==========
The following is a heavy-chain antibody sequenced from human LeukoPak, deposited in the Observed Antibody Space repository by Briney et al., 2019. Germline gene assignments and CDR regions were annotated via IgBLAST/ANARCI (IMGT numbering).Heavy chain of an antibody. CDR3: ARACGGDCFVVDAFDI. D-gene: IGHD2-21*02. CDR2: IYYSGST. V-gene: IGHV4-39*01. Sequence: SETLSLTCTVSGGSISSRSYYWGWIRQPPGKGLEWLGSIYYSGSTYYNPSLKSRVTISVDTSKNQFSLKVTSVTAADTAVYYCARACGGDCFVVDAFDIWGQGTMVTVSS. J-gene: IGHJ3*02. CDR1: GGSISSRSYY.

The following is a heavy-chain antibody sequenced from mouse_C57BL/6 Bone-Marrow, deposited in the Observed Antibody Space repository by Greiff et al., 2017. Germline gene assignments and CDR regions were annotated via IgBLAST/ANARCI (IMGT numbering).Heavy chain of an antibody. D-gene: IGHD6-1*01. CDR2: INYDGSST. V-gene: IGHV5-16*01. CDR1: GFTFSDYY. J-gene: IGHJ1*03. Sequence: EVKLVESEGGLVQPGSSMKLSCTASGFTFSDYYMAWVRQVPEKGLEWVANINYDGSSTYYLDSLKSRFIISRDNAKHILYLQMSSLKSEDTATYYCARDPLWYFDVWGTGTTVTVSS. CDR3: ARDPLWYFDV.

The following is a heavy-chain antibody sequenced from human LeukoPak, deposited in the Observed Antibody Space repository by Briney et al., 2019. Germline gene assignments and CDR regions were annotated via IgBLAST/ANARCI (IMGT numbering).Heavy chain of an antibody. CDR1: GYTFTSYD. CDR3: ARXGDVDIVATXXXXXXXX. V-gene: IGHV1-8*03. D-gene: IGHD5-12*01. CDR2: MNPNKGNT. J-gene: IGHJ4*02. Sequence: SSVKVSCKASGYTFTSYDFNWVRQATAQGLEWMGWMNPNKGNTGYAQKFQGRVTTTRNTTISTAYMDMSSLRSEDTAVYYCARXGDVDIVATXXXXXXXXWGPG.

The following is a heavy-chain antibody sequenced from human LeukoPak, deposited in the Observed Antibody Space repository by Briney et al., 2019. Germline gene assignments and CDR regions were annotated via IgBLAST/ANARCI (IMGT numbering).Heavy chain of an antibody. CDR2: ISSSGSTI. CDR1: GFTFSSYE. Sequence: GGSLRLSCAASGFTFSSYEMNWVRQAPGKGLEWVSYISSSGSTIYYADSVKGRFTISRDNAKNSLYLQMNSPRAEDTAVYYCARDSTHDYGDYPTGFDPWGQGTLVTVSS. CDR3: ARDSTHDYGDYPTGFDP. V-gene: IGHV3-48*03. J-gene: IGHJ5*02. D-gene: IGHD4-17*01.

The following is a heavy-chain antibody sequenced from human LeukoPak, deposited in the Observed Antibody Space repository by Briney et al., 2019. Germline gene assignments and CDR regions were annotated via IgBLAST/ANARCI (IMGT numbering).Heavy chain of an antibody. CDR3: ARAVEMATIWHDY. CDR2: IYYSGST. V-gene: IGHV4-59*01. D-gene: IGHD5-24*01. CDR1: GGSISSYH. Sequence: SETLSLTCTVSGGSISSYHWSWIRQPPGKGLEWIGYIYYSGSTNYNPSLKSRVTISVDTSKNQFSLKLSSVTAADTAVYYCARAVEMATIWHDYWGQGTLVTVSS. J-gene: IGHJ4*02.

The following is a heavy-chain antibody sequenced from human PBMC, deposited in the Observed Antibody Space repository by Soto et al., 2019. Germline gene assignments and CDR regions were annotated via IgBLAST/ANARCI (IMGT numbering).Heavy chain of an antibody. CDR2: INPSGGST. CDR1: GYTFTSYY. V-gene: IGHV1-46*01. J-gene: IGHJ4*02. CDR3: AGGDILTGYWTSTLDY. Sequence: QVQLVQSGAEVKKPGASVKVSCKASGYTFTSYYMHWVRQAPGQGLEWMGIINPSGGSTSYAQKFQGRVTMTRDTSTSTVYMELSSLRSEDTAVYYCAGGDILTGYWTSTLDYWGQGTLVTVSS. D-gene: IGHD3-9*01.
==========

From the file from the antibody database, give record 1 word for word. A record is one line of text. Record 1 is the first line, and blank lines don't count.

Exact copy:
The following is a heavy-chain antibody sequenced from human LeukoPak, deposited in the Observed Antibody Space repository by Briney et al., 2019. Germline gene assignments and CDR regions were annotated via IgBLAST/ANARCI (IMGT numbering).Heavy chain of an antibody. CDR3: ARACGGDCFVVDAFDI. D-gene: IGHD2-21*02. CDR2: IYYSGST. V-gene: IGHV4-39*01. Sequence: SETLSLTCTVSGGSISSRSYYWGWIRQPPGKGLEWLGSIYYSGSTYYNPSLKSRVTISVDTSKNQFSLKVTSVTAADTAVYYCARACGGDCFVVDAFDIWGQGTMVTVSS. J-gene: IGHJ3*02. CDR1: GGSISSRSYY.